• Consider a career involving the arts, such as an architect, medical illustrator, science animator, industrial design. Museums can be open to exhibits that mix art and technology. Institutions may even produce specific art-science programs such as ARTS@CERN which promotes the union of artistry and particle physics. Find where your passions intersect and tell stories about science with your art. However, don’t forget about the importance of your specialized science skills! While there are options to develop a career planted firmly in the arts, you can still pursue a scientific career and use your artistic talents for outreach or to improve the communication of your work.



Looking for some inspiration? Here are some cool people that are integrating science and art.

Greg Dunn – During his PhD in neuroscience at UPenn, Greg carved out time to continue making art. He soon noticed the similarities between the neuron images that he encountered daily in the lab and East Asian illustrations of trees and nature. Using an ink-blowing technique from that art form, he began painting neurons, making his way onto journal covers, and then breaking into the fine art landscape. Now, he puts together exhibits of microetchings (designing patterns on reflective surfaces to create dazzling visuals) and paintings of the brain and its cellular landscape, including a project funded by the National Science Foundation. He uses his work to present the enormous complexity of the brain in a manner more comprehensible than with numbers. Check out his really cool stuff on his website.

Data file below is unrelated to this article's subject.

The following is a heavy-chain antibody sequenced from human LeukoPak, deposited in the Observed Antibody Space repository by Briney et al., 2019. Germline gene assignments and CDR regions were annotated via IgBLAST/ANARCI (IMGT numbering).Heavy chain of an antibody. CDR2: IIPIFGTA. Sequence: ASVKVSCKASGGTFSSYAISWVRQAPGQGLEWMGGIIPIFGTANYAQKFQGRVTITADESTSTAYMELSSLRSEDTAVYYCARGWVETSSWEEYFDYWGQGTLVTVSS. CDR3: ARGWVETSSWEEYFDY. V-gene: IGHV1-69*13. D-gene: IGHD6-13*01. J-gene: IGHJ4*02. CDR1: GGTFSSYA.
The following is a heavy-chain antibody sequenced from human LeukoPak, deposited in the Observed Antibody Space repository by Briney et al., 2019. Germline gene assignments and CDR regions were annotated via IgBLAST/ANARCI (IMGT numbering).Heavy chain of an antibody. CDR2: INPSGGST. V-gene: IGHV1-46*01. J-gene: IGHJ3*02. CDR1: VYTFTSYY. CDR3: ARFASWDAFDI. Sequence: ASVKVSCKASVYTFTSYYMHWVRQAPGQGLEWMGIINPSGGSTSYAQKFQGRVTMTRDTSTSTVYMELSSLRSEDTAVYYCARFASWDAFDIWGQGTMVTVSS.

Self Reflected under violet and white lights- microetching of a brain slice by Dr. Dunn and Dr. Brian Edwards